Anaerobic Methane Incubation System
The Anaerobic Methane Incubation System, or AMIS, is a continuous flow bioreactor designed to mimic in situ conditions (e.g., temperature, pressure, advective fluid flow, etc.) at seeps and other novel deep sea environments, such as hydrothermal vents, with minimal disturbance of the microbial communities. A significant benefit of the AMIS is that it enables environmentally relevant experiments over long periods of time without concern for substrate depletion or endproduct inhibition that is observed in static incubations and can easily restrict growth. This “artificial seep” system was first used to successfully study the growth and metabolism of anaerobic methanotrophic archaea (ANME) thought to be restricted to deep ocean environments with high methane concentrations (Girguis et al., 2003; Girguis et al., 2005). ANME phylotypes mediate the anaerobic oxidation of methane (AOM), which represents a globally significant sink that dramatically regulates the amount of methane released to the atmosphere. Indeed, AOM rates measured in AMIS are comparable to published in vitro and in situ measurements of AOM (Alperin et al., 1988; Thomsen et al., 2001; Orcutt et al., 2005), and provide some of the first, and arguably most robust, estimates of methanotrophic archaeal growth at different conditions.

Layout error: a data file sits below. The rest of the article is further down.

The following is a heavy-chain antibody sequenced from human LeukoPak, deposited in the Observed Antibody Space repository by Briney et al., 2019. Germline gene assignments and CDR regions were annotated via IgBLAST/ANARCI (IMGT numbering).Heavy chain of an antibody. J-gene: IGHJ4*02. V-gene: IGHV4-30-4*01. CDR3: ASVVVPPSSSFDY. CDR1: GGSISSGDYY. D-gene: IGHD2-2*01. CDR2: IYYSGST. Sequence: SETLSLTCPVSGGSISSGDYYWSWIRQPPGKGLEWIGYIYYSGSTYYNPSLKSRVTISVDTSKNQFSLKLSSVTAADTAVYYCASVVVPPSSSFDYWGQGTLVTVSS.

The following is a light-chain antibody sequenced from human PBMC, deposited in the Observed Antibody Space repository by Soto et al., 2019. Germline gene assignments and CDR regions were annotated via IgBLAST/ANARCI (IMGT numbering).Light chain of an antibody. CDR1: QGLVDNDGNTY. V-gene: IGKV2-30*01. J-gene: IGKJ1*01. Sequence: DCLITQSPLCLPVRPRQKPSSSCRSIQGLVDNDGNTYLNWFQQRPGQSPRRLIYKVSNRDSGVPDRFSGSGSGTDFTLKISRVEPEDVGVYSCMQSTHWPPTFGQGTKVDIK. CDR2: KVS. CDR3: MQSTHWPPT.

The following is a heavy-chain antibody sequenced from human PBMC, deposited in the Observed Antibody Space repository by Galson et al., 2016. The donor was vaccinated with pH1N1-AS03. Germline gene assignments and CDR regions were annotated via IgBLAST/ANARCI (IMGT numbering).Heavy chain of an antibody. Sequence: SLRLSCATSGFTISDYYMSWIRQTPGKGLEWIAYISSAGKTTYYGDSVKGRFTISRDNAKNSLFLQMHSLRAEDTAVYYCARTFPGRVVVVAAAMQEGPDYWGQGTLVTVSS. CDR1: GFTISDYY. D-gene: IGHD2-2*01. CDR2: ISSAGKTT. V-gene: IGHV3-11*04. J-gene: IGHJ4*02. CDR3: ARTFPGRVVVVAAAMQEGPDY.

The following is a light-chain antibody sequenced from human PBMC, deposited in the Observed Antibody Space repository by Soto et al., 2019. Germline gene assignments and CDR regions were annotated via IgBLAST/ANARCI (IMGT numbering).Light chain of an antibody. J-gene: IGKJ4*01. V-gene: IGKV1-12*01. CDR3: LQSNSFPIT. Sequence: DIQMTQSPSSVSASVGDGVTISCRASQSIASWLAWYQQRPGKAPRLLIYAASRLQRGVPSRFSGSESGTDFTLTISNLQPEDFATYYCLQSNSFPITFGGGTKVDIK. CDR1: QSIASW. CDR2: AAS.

Recently, a modified version of the AMIS was utilized for incubation of hydrothermally-influenced sediments at high temperature and under continual supply of reactants allowing for quantification of significant AOM rates over time and ANME phylotypes over the thermal gradient (Wankel and Adams et al, in review).
Open Source Information on AMISAMIS Open Source
Figure 1. Two of four low temperature AMIS reactors are shown in operation in a 7° Celsius coldroom. Sediments are irrigated from the bottom with methane and sulfide-rich porewater-like fluids, through gastight fittings and tubing. Sediments are also irrigated on the top with aerobic filtered seawater.
Figure 2. A modified AMIS capable of incubating sediments at temperatures up to 90° Celsius. Here we subjected sediments from the Middle Valley hydrothermal vent system to thermal gradients we observe in situ (~25 to 90°C) to examine the influence of temperature on anaerobic methane oxidation and sulfate reduction.